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which the English general led in pursuit; the last time Chap. the English flag had waved in Roncesvalles was when they were preparing to carry a war of retaliation into the heart of France. To think of all this being reversed; of a hundred thousand French retracing their steps as conquerors through those defiles where they had so lately fled before a hundred thousand English, Spaniards, and Portuguese, was insupportable. Most of all did it appear so, when the invading host was now thought to be arrayed in the cause of despots against the liberties of mankind, and the defensive bands of the Spanish were united in the great cause of civil freedom and national independence.
Add to this another consideration, not so obvious to the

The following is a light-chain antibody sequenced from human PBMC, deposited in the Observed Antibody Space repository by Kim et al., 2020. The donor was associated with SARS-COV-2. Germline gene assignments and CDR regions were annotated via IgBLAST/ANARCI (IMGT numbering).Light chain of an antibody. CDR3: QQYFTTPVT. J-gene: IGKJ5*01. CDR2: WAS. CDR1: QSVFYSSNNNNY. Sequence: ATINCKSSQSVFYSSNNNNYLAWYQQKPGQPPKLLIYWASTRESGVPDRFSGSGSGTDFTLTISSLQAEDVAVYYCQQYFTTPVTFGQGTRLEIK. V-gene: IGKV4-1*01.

general feelings of the multitude, influenced by present Danger of impressions, but perhaps still more cogent with the far- ofttwbmiiy seeing statesman, guided by ultimate results. England had repeatedly, during the course of the eighteenth century, and been brought to the brink of ruin by the superiority of the French and Spanish fleets, taken together, to her own: the admirable skill of her admirals, the heroic resolution of her seamen, had alone enabled her to make head against the odds. The fatal error committed by the Tories, in the days of Marlborough, in allowing the Spanish crown to remain on the head of a Bourbon prince, had become apparent to all reflecting men: it was equalled only by the error of the Whigs, in the days of Wellington, in doing their utmost to allow it to remain on the head of a brother of Napoleon. The "family compact" in either case might prove fatal to the independence of Great Britain. Such a compact was in an especial manner to be dreaded, if it became an alliance of feeling and interest, not less than blood and cabinets; and a Bourbon king, restored to his throne by the arms of a Bourbon prince, was thrown into a close alliance with our hereditary enemies by identity of cause and necessity of situation,